Work in Process

True Tamplin

Written by True Tamplin, BSc, CEPF®
Updated on September 1, 2021

Definition and Explanation

At the end of any financial period there are certain goods in every manufacturing concern that have been partially processed so that they cannot be called raw material anymore. But at the same time they are not fully processed and cannot be called finished goods either.
Such goods are called Work in Process or unfinished goods. If the production cycle of a factory is relatively short, the value of work in progress at the end of the year may be small and can be safely ignored when prepared the Manufacturing Statement.
However, certain large-scale factories have considerably long production cycles and at any given moment the value of their work in progress adds up to a large amount. This should then be properly accounted for in the Manufacturing Statement.
It is important to note that the issue of recognizing work in progress arises twice in a financial year: at the beginning and end of it. There is generally no question of purchase or sale of work in process.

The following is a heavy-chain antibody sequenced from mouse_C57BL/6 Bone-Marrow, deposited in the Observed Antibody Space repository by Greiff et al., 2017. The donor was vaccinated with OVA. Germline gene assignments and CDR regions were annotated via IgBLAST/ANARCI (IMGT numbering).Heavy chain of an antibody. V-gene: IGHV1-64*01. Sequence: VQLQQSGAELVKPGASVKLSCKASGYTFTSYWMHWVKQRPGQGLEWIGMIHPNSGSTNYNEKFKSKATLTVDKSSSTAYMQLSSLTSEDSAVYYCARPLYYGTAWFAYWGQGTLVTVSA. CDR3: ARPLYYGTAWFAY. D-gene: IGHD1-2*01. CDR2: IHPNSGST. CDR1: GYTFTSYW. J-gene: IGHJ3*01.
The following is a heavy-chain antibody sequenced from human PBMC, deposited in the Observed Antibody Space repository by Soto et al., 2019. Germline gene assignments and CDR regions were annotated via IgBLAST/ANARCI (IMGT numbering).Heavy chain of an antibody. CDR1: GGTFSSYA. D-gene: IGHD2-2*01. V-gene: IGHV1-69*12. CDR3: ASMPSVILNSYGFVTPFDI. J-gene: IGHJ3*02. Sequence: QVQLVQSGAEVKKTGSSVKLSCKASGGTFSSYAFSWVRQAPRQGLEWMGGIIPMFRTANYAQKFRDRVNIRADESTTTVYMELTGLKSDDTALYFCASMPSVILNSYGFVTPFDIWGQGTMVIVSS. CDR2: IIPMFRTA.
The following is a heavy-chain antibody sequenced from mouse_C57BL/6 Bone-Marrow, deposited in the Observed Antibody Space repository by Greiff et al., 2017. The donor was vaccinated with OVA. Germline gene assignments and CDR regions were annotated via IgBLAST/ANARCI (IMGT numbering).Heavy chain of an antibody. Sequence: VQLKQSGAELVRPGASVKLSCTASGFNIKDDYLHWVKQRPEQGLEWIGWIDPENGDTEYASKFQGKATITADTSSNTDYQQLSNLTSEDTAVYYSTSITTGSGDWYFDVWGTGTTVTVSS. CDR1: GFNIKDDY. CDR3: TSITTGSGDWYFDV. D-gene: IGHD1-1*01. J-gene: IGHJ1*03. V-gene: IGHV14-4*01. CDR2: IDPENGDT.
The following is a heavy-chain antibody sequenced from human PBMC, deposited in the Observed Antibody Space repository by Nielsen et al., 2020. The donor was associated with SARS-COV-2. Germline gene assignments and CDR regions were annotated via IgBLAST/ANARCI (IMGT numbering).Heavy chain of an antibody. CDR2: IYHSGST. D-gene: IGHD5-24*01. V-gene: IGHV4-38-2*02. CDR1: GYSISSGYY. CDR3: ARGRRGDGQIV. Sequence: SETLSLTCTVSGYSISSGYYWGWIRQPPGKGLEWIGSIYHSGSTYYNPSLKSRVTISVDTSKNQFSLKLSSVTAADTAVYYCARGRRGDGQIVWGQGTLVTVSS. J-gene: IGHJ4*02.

True Tamplin, BSc, CEPF®

About the Author
True Tamplin, BSc, CEPF®

True Tamplin is a published author, public speaker, CEO of UpDigital, and founder of Finance Strategists.

True contributes to his own finance dictionary, Finance Strategists, and has spoken to various financial communities such as the CFA Institute, as well as university students like his Alma mater, Biola University, where he received a bachelor of science in business and data analytics.

To learn more about True, visit his personal website, view his author profile on Amazon, his interview on CBS, or check out his speaker profile on the CFA Institute website.

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